Affiches Accès par sujet. Placard publicitaire, avis administratif ou légal, annonce de manifestation… Au cours d’une histoire qu’on peut faire débuter à l’Antiquité mais qui prend sa forme moderne avec l’invention de l’imprimerie, l’affiche revêt ces fonctions multiples que nous lui connaissons encore aujourd’hui.
Les affiches illustrées de la période de l’Ancien régime sont rares, à en juger du moins par le peu d'entre elles qui nous est parvenu. Au début du XIXème siècle, on assiste à une première floraison importante d’affiches illustrées pour l’édition et la librairie romantiques, le plus souvent lithographiées et tirées en noir. Au milieu du siècle, de grandes gravures sur bois en couleurs sortent des presses de l’imprimerie Rouchon, mais il s’agit d’un épisode isolé. Il faut attendre Jules Chéret et son utilisation, à partir de 1866, de la lithographie en couleurs combinée à ses talents de dessinateur et de coloriste pour lancer le développement de l’affiche illustrée. Hillarys announcement. End the Gun Epidemic in America. Photo All decent people feel sorrow and righteous fury about the latest slaughter of innocents, in California.
Law enforcement and intelligence agencies are searching for motivations, including the vital question of how the murderers might have been connected to international terrorism. That is right and proper. But motives do not matter to the dead in California, nor did they in Colorado, Oregon, South Carolina, Virginia, Connecticut and far too many other places. The attention and anger of Americans should also be directed at the elected leaders whose job is to keep us safe but who place a higher premium on the money and political power of an industry dedicated to profiting from the unfettered spread of ever more powerful firearms.
It is a moral outrage and a national disgrace that civilians can legally purchase weapons designed specifically to kill people with brutal speed and efficiency. Continue reading the main story But at least those countries are trying. Hugh Herr: The new bionics that let us run, climb and dance. Is the Six-Million-Dollar Man possible? Image copyright Other Can we give ourselves super vision, super strength and super speed?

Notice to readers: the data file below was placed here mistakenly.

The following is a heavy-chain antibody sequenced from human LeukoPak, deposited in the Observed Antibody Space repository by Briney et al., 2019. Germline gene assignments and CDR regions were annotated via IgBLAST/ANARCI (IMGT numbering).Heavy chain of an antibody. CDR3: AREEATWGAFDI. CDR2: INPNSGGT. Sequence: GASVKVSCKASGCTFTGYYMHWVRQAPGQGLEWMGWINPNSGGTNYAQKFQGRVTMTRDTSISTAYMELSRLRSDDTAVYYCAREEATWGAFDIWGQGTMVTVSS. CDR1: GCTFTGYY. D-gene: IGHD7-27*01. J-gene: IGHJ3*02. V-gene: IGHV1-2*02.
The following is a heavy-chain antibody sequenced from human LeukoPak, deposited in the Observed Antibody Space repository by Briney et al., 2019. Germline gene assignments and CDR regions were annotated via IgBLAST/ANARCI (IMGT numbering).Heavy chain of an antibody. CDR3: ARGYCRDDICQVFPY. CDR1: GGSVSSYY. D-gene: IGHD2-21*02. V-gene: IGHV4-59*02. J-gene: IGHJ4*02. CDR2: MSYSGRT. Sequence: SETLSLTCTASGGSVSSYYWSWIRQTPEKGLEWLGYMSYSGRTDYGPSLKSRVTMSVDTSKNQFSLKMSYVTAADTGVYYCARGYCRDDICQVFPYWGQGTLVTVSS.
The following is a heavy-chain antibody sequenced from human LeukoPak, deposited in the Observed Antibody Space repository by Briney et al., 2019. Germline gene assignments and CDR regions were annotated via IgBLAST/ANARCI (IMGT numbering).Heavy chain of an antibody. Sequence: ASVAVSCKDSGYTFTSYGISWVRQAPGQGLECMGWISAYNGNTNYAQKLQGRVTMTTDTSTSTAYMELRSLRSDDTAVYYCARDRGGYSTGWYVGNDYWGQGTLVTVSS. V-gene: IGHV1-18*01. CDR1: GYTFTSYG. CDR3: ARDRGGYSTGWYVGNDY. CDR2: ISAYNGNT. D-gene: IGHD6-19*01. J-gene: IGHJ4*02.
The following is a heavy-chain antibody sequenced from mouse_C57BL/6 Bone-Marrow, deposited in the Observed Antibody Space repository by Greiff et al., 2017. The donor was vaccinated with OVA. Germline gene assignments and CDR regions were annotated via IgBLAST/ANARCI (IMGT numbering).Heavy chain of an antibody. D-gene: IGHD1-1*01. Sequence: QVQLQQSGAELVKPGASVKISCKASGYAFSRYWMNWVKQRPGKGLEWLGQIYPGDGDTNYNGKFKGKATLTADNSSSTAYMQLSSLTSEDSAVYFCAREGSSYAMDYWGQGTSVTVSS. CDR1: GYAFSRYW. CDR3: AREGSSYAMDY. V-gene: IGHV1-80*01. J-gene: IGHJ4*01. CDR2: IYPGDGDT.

Science fiction is littered with the theme of upgrading the human body with machinery. In the 1970s classic TV series The Six Million Dollar Man, the main character - astronaut Steve Austin - is horrendously injured in a test flight accident. He was a man "barely alive" but, as the title sequence explained, science could come to his rescue. "Gentlemen, we can rebuild him. His array of upgrades included an eye with zoom and infrared vision. Meanwhile, as we have been discovering in the Bionic Bodies series, bionics are having a transformative role in the real world.
But the focus is on keeping people alive or restoring lost function. My Body, My Laboratory. At the Radcliffe hospital in Oxford, England, in March 2002, doctors wheeled Kevin Warwick, a professor of cybernetics at the University of Reading, into an operating theater for what has to be one of the world's only cases of elective neurosurgery on a healthy patient.
Warwick belongs to a rare breed of scientists who experiment on themselves. He had volunteered to go under the knife so surgeons could hammer a silicon chip with 100 spiked electrodes directly into his nervous system via the median nerve fibers in his forearm. The goal was to fire electrical impulses into his brain to see whether a human could learn to sense, interpret and reply to computer-generated stimuli.
The operation was dangerous. Success could lead to new avenues for prosthesis development, among other applications. "He asked if I was ready," remembers Warwick, now 56. Warwick's work may be cutting-edge, but his method is as old as science itself. Self-experimentation has also found new life on the Internet. Visions ot the future 1of3 The Intelligence Revolution - 4 Translation(s) Michio Kaku: Inventions of the Future. Akta Manniskor (Real humans) S01e01. The Most Awesome Robots (until 2014)
Hugh Herr at TED Talks on The New Bionics That Let Us Run, Climb And Dance (Transcript) Hugh Herr now heads the MIT Media Lab’s Biomechatronics group.
In this TED talk, you will find him talk about the incredible advances in prosthetics that allow for normal levels of balance and speed as that of the biological ones. Speaker full bio Related Links: BiOM.com Biomechatronics at the MIT Media Lab Audio-MP3: Audio Player YouTube Video: Hugh Herr – Bionics designer Looking deeply inside nature through the magnifying glass of science, designers extract principles, processes and materials that are forming the very basis of design methodology – from synthetic constructs that resemble biological materials to computational methods that emulate neural processes, nature is driving design. Design is also driving nature. Bionics explores the interplay between biology and design. Bionics has defined my physicality. I began by developing specialized limbs that allowed me to return to the vertical world of rock and ice climbing. Bionics entails the engineering of extreme interfaces.